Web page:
Ideas without insights - especially coming from a group of people who usually are very far removed from the audience - are akin to throwing darts in the dark. Even the best ideas, without direction, won’t hit their mark. These brain dumps are a waste of everybody’s valuable time. You need to start with research.
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When most people think of marketing, they think of the ads and promotions - the visible stuff. But for the great campaigns, the real magic happens long before those ads and promotions are even dreamt up. The real magic happens in the research and insights.
Okay, maybe I'm overstating it. Some sales are driven through social media channels. I know I've bought books and songs and contributed to Kickstarter campaigns many times because a friend shared a link and I thought, "Hey! That's awesome! I should buy that!" I've even tipped a bigger purchase in favor of a friendly recommendation on a social network. But I can count on one hand the number of times I've bought something pushed to me by a brand I follow on Twitter/Facebook or the like.
But that's not the point.
The point is that social media is a teeny tiny reflection of what happens in day-to-day life. In Jonah Berger's Contagious, he makes the salient point that only 7% of word of mouth happens online (other studies say 5%). I'm not sure if all of that even belongs to social media channels, either. I'd guess a bunch of it happens over email and private chat.
There are hundreds of ways that your customer will find you (or not find you) online and offline. However, when it comes to spreading a message, word of mouth has always been the most effective way of marketing messages spreading. But these messages become ineffective when they aren't authentic. But the most salient point here is:
You cannot force word of mouth.
It doesn't matter the media or the amount you spend on it...some stuff just doesn't spread. And though marketing impressions make a brand awareness difference - whether it's a billboard or a paid tweet - it's never guaranteed to work.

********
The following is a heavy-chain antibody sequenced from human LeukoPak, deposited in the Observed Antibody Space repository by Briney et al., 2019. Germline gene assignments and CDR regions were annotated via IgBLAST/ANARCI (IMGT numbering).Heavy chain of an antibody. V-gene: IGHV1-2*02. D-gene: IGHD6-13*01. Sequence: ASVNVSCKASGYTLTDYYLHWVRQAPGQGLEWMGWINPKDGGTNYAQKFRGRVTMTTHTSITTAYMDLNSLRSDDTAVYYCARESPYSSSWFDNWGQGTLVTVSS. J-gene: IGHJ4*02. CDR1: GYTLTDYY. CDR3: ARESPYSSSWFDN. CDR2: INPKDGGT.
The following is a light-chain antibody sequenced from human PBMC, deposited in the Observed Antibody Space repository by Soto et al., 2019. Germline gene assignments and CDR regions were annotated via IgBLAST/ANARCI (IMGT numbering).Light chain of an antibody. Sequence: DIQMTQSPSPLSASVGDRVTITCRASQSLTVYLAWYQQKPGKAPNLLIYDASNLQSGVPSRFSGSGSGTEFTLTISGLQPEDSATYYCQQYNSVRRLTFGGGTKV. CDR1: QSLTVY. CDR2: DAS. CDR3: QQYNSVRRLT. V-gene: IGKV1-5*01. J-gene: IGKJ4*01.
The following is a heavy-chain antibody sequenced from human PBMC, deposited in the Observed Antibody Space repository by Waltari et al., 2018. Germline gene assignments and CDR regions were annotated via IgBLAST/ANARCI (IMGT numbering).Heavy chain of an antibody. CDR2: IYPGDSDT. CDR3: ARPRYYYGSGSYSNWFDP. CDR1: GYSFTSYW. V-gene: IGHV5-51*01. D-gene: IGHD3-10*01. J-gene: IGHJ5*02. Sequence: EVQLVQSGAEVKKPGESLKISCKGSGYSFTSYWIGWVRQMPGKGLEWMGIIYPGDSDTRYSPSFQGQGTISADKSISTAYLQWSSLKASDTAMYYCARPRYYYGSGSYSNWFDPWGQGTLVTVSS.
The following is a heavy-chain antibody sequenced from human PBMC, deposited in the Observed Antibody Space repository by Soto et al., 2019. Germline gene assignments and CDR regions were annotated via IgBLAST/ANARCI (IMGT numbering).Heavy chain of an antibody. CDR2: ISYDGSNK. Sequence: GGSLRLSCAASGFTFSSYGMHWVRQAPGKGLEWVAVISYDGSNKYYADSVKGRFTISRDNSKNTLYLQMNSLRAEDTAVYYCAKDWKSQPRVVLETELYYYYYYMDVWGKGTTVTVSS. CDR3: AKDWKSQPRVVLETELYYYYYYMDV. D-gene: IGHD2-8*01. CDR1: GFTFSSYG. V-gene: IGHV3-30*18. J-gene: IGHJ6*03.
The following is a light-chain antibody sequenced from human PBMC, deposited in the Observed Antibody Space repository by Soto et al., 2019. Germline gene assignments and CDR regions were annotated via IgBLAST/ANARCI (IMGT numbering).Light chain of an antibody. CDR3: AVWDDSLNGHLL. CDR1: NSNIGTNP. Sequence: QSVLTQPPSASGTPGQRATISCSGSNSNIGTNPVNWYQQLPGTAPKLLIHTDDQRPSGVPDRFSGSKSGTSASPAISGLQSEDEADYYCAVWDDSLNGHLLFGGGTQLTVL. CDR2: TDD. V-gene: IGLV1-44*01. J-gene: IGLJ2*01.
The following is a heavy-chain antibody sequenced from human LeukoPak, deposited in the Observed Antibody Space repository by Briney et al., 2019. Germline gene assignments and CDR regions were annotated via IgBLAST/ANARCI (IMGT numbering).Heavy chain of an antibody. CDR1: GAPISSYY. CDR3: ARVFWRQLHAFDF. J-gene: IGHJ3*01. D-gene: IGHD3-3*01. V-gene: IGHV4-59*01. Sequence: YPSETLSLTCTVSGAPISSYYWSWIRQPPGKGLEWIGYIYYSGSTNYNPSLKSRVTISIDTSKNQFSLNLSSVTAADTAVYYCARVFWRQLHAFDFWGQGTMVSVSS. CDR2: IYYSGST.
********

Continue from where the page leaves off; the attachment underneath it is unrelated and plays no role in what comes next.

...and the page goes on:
So I'm continually bowled over when I hear people complain about how their social media marketing doesn't work. Usually a few questions helps me realize what's really going on:
What's really going on here is that companies think that paying for marketing is some sort of silver bullet. It's not. It never was and it never will be. Hell, some super bowl ads go unnoticed - and that audience is one of the biggest captive audiences in the universe!
You are probably asking yourself, "Okay then, why would anybody in their right mind pay for marketing?"
Good question. I sometimes wonder myself because not everyone is ready for it...and sometimes they are too late for it.
But why pay for marketing when the results aren't guaranteed? Because, like I said before, there are hundreds of ways your future customers will find you (or not find you) and it's better to be findable than not. And good marketing means that you will be more findable AND have more credibility (if the branding is done right) when people do find you. And all of that helps with what you want: sales.
There are all sorts of wonderful things built into social media marketing that you won't have built into traditional one-way channels. There are:
- analytics - you can't really tell who paid attention to that television ad, but you can tell who watched your YouTube ad all the way through...and who liked it...and who shared it...etc etc. The data available on how people interact with your content is AMAZING.
- feedback - it's right there in the comments. It's also there on Twitter. Oh...and you can find out what people are saying on Reddit and their blogs and in forums and...well...that is invaluable. Read it. Report it back to your team. Improve your product with it. Respond to it with thanks. Hell, you pay hundreds of thousands of dollars to get this feedback from focus groups each year and here it is for you for free. Completely raw.